The artists formerly known as Dubstitutes also boast a bench-league high in both assist rate (a staggering 66% of bench hoops are assisted), as well as effective field goal percentage (51.7%). Each of these numbers speak to the strength of Kerr's motion offense, which has allowed a gaggle of lengthy role players to execute good offense on a regular basis, unlike early in the season.

Golden State Warriors: League Ranks

Among Starters

Reserves

Offensive Efficiency

111.3 (2nd)

105.9 (3rd)

Defensive Efficiency

96.6 (1st)

99.3 (3rd - tie)

Net Efficiency

14.8!!! (1st)

6.6 (1st)

Assist Rate

65.8% (2nd)

66.0% (1st - tie)

Leading up to the playoffs, talking heads will opine that depth accounts for little, as teams play superstar players for 40-or-more minutes a night, knowing full and well that there may be no tomorrow. There but for the grace of stars may your team tread, and Golden State's path to the Finals is absolutely littered with them. Anthony Davis or Kevin Durant, Russell Westbrook and Serge Ibaka in round one; Blake Griffin and Chris Paul in round two, and a potential matchup with LaMarcus Aldridge, Wes Matthews and the Portland Trailblazers in the Western Conference Finals.

The only problem is an obvious one (no, not my sarcasm): all of those guys are hurt, have just been hurt, and are being run into the ground every game in between. The cruel twist that some fans fail to notice is that the best team grows deeper as its bench gets more playing time, confidence and experience; it gets healthier as its players play fewer minutes and suffer fewer stressful game situations; and the team's overall performance improves as both of these things happen.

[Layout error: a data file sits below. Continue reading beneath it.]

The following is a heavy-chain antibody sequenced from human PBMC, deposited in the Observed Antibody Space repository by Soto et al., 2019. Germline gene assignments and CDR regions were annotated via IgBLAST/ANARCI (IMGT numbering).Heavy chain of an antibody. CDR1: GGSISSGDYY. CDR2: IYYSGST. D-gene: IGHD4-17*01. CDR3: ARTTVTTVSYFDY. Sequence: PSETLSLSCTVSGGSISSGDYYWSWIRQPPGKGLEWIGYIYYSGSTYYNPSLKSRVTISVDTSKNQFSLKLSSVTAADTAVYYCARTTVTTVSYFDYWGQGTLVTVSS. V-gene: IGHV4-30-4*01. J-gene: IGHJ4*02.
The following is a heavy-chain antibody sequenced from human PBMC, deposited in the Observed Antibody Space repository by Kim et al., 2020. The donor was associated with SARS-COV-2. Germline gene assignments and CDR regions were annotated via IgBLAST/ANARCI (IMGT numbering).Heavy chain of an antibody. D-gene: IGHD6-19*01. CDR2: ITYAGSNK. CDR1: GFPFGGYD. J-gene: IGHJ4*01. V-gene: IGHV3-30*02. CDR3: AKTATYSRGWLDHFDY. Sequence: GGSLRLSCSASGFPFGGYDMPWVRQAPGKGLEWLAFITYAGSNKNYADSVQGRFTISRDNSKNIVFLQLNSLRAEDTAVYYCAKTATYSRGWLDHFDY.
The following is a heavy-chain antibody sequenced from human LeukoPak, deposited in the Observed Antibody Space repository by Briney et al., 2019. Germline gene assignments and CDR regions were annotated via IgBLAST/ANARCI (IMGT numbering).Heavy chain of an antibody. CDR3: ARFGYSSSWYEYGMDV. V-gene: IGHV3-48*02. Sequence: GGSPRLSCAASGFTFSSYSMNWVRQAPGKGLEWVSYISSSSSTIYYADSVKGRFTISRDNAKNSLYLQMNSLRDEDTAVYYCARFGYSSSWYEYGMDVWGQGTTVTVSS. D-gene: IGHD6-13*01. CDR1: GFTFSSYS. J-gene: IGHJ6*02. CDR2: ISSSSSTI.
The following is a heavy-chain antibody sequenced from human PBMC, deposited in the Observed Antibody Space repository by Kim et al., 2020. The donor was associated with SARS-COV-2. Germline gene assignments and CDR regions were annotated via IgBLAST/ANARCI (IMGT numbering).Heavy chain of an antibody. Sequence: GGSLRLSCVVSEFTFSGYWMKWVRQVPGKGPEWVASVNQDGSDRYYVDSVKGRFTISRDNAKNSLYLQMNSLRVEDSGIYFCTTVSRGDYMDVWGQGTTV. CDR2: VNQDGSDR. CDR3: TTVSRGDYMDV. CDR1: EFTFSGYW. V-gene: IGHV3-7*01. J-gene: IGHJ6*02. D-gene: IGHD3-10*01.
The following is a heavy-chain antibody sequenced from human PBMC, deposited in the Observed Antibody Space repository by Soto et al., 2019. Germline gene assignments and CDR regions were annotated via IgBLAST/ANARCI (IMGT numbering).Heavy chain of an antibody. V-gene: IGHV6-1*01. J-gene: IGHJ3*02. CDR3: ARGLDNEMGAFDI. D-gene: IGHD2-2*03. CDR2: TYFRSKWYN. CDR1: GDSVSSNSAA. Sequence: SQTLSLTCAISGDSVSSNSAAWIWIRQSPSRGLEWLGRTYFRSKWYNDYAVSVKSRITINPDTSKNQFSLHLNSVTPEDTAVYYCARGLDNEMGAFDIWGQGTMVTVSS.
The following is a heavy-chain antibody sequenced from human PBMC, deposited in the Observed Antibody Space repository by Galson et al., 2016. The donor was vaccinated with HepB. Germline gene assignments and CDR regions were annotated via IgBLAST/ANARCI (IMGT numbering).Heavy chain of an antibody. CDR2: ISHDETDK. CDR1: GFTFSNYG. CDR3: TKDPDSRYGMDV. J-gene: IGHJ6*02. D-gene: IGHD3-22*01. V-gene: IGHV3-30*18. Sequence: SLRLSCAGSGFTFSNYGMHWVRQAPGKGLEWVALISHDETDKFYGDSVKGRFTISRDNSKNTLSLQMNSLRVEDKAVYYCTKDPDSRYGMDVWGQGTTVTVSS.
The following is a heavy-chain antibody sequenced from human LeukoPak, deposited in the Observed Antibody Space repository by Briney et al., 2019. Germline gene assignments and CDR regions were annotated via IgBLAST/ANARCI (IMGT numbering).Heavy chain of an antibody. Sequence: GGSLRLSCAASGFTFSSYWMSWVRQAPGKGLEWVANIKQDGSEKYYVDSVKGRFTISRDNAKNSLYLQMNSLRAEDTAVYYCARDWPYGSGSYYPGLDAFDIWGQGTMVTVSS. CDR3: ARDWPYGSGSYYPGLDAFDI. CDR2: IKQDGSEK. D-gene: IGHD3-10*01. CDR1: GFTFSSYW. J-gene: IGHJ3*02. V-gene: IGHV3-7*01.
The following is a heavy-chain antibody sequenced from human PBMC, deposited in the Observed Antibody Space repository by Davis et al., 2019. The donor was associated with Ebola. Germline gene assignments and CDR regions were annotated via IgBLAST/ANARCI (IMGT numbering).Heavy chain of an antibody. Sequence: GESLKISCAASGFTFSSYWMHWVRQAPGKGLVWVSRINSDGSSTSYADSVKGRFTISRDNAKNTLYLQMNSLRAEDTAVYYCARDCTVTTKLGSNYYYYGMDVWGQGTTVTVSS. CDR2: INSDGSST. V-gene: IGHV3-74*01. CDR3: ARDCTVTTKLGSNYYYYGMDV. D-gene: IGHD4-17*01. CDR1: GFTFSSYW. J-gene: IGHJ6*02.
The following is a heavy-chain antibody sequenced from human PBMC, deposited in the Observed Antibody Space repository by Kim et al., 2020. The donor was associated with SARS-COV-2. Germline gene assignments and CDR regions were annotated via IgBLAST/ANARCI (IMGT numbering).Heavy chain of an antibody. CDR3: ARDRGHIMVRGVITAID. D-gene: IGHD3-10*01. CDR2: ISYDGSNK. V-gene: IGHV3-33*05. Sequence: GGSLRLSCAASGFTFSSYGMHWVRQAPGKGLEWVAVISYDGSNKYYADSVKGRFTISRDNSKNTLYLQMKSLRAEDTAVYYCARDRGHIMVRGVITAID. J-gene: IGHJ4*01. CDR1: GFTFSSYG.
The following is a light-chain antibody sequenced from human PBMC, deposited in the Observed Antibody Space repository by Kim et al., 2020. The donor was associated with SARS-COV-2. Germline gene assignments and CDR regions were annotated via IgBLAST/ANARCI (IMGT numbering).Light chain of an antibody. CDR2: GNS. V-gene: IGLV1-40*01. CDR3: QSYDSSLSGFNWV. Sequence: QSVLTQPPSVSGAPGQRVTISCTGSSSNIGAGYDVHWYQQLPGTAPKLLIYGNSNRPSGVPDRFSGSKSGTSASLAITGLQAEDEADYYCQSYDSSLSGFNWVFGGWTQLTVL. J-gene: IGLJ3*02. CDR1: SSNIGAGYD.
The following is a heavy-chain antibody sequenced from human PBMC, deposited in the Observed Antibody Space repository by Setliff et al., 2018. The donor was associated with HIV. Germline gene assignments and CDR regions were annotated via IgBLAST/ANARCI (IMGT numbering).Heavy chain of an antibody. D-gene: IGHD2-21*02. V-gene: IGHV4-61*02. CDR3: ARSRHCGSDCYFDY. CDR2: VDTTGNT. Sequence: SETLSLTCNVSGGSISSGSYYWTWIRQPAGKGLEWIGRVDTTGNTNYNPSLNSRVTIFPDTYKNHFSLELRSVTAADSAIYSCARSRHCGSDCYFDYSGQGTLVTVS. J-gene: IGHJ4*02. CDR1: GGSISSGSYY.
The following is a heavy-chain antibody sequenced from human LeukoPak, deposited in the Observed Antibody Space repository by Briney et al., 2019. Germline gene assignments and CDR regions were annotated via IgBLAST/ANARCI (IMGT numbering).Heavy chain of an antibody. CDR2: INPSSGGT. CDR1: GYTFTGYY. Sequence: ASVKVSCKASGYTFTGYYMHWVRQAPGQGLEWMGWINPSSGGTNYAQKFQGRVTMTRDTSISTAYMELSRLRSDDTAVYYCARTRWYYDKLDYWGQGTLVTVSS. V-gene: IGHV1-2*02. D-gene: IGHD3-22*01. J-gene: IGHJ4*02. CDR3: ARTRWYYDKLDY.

Put more simply: the superlatives that are heaped upon Champions may often be the result - not the cause - of their greatness. The San Antonio Spurs' role players didn't step up in the Championship so much as they were just better than they were given credit for, as heaps of minutes acclimated them to coach Greg Poppavich's offense, and the team's overall awesomeness gave them plenty of opportunities to hone their skills in wins. That kept the old stars' legs fresh and spry for another deep playoff run, which resulted in a much-deserved NBA Championship.

Just as our favorite Black Falcon, Harrison Barnes has slowly learned to fly under new head coach Steve Kerr, we should consider that there's more to player development than drafting early in the lottery or making a splashy deadline-day trade. One can readily see that Draymond Green has singularly special skills, but can the same be said for Marreese Speights, Justin Holiday, Festus Ezeli, Leandro Barbosa, Shaun Livingston and JAMES MICHAEL McADOO? Perhaps not.

Perhaps the Warriors finally, belatedly stumbled onto the best advantage money can't pay for. Consistency and experience (as well as a starting group good enough to buy them those minutes, and a coach willing to endure growing pains) have turned a group of unassuming rank-and-file ‘other guys' into a star unit. And regardless of their future playoff performance, their contribution all year long has put the Golden State Warriors at the front of the Championship line.

*Note: this article was finalized March 21st, and statistics do not include the result of Utah at Golden State.